which of the following languages are Recursively Enumerable?

Which of the following languages are recursively enumerable?

A={⟨M⟩∣ TM M accepts at most 2 distinct inputs}

B={⟨M⟩∣ TM M accepts more than 2 distinct inputs}

For first language I think that we can enumerate all the TM's which accept at most 2 distinct inputs using dovetailing method and same is the case with B language.

But on the contrary, both languages are complement of each other so if one is R.E then other one cannot be. So I know that I am going wrong somewhere.

Can someone please explain me how to find if these languages are R.E ?

• How do you enumerate all TMs which accept at most two distinct outputs? How do you know that a TM doesn't accept all outputs are than two given ones? – Yuval Filmus Jun 16 '17 at 23:27

$B$ is r.e, but $A$ is not.

You can construct a TM which takes as input $M$ and simulates $M$ on every string of $0$ and $1$ in canonical order for each step $n$. In other words, if $s_1, s_2,...$ are strings on $0$ and $1$ in canonical order, then starting from $n=0$ you run $M$ for $n$ steps on $s_1, s_2,..., s_n$, that is, for each $n$ run $M$ on all $s_1, s_2,..., s_n$ for $n$ steps (not just 1 step for $s_1$, 2 steps on $s_2$,... careful!). Each time just check if a string is accepted. If more than two strings are accepted then halt with accept, otherwise go on.

However we cannot use the same approach for $A$ since we cannot check infinitely many strings and say that they are not accepted except 1 or 2 certain strings IN FINITE amount of time. In other words, suppose we somehow determined that $M$ has accepted two strings, then how can we decide that the rest of infinite number of strings are not accepted by $M$ in finite amount of time?

You can also use the Rice's theorem for recursive index set. $A$ violates the containment property in the Rice's theorem. Namely, if $L$ is in $A$ and $L \subseteq L'$ for some r.e. $L'$, then $L'$ is in $A$. Assume $L=\{00, 11\}$. Then $L$ is in $A$. Let $L'=\{00,11, 01, 10\}$. Then $L \subseteq L'$ where $L'$ is clearly r.e. But $L' \notin A$.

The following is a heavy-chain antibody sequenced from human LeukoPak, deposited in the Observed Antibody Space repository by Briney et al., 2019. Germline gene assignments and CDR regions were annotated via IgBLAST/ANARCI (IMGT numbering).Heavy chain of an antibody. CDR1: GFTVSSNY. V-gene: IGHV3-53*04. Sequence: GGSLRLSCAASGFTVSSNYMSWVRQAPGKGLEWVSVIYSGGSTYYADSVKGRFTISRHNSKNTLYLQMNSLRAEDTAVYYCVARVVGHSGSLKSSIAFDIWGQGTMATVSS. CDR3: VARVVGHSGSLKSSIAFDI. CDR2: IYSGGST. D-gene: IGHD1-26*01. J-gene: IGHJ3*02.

Update (upon comment)

Task: We want to systematically simulate each TM on every input on $\{0, 1\}$.

Solution: First note that there is a one-to-one correspondence $f$ between the set of natural numbers $N$ and $N^3$ all 3-tuples of natural numbers. So, we can effectively convert each integer $m$ into the corresponding 3-tuple $<i,j,k>$. This means that if we start to count all integers then we can enumerate all possible 3-tuples, so that each 3-tuple is eventually reachable in a finite amount of time.

Now, assume we we have fixed enumerations of all TMs and strings on $0$ and $1$, e.g., $M_i$'s and $s_j$'s.

1) Set $n =0$

2) $<i, j, k> = f(n)$ <= compute 3 tuple

3) Simulate the Turing machine $M_i$ on input $s_j$ for $k$ steps.

4) If $M_i(s_j)$ halts (after $k$ steps) then do whatever you want to do

5) increase $n$ by 1 and go to step 2)

Thus, every machine "has a chance" to run on every input for arbitrary number of steps, fair isn't it?

If some machine, say, $M_{332}$ halts on input $s_{12}$ then there is an integer, say, $461$, so that $M_{332}(s_{12})$ halts in 461 steps. So, if for example $55993$ corresponds to the 3-tuple $<332, 12, 461>$, then when $n$ reaches $55993$ (in the algorithm above) you detect that $M_{332}$ halts on input $s_{12}$.

• Thanks for your answer. I understood your explanation. I have just one doubt about dovetailing . In dovetailing, as per my knowledge we execute the TM's in interleaved manner. My doubt is whether we also run the inputs for each TM in an interleaved manner? – Zephyr Jun 17 '17 at 5:18
• I didn't use dovetailing in my proof. I simulate a single machine systematically on all inputs until two strings are accepted. As for dovetailing, AFAK we systematically (in breadth-first-search manner) simulate every machine on a single input or many inputs depending on your task. – fade2black Jun 17 '17 at 8:50
• Suppose we use dovetailing and run a single input on multiple TM's in an interleaved manner. If one TM goes into infinite loop because of that input then it will not be able to accept other inputs further. How will you handle that? – Zephyr Jun 17 '17 at 10:55
• We do not simulate TMs on a certain input until it accepts or rejects. We simulate "step-by-step". Please see updates in my post. – fade2black Jun 17 '17 at 11:34
• Doesn't "rejects" and "does not accept" mean the same thing? 2. and 3. are the same language. The first language is complement of the 2. They are all r.e. languages. In fact, they are more than r.e., they are recursive (or decidable) languages. – fade2black Jun 17 '17 at 14:25